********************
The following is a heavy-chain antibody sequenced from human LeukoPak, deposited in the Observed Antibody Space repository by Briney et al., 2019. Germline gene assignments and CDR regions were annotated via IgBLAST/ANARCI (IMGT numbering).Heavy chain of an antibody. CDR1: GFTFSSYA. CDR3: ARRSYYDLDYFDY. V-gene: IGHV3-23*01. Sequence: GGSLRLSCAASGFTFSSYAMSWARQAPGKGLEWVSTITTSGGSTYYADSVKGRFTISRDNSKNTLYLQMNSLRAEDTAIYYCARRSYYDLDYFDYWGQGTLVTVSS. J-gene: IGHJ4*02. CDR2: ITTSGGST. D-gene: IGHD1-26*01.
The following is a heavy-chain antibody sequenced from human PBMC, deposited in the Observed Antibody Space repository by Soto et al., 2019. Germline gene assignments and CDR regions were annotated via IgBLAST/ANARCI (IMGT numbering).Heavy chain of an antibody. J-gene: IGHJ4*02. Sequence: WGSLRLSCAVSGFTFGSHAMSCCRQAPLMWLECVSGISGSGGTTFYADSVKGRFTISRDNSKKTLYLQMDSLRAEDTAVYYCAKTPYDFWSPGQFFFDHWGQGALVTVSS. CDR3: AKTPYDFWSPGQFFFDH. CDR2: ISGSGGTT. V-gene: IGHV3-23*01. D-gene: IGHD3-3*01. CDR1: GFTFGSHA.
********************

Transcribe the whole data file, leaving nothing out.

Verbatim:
The following is a heavy-chain antibody sequenced from human LeukoPak, deposited in the Observed Antibody Space repository by Briney et al., 2019. Germline gene assignments and CDR regions were annotated via IgBLAST/ANARCI (IMGT numbering).Heavy chain of an antibody. CDR1: GFTFSSYA. CDR3: ARRSYYDLDYFDY. V-gene: IGHV3-23*01. Sequence: GGSLRLSCAASGFTFSSYAMSWARQAPGKGLEWVSTITTSGGSTYYADSVKGRFTISRDNSKNTLYLQMNSLRAEDTAIYYCARRSYYDLDYFDYWGQGTLVTVSS. J-gene: IGHJ4*02. CDR2: ITTSGGST. D-gene: IGHD1-26*01.
The following is a heavy-chain antibody sequenced from human PBMC, deposited in the Observed Antibody Space repository by Soto et al., 2019. Germline gene assignments and CDR regions were annotated via IgBLAST/ANARCI (IMGT numbering).Heavy chain of an antibody. J-gene: IGHJ4*02. Sequence: WGSLRLSCAVSGFTFGSHAMSCCRQAPLMWLECVSGISGSGGTTFYADSVKGRFTISRDNSKKTLYLQMDSLRAEDTAVYYCAKTPYDFWSPGQFFFDHWGQGALVTVSS. CDR3: AKTPYDFWSPGQFFFDH. CDR2: ISGSGGTT. V-gene: IGHV3-23*01. D-gene: IGHD3-3*01. CDR1: GFTFGSHA.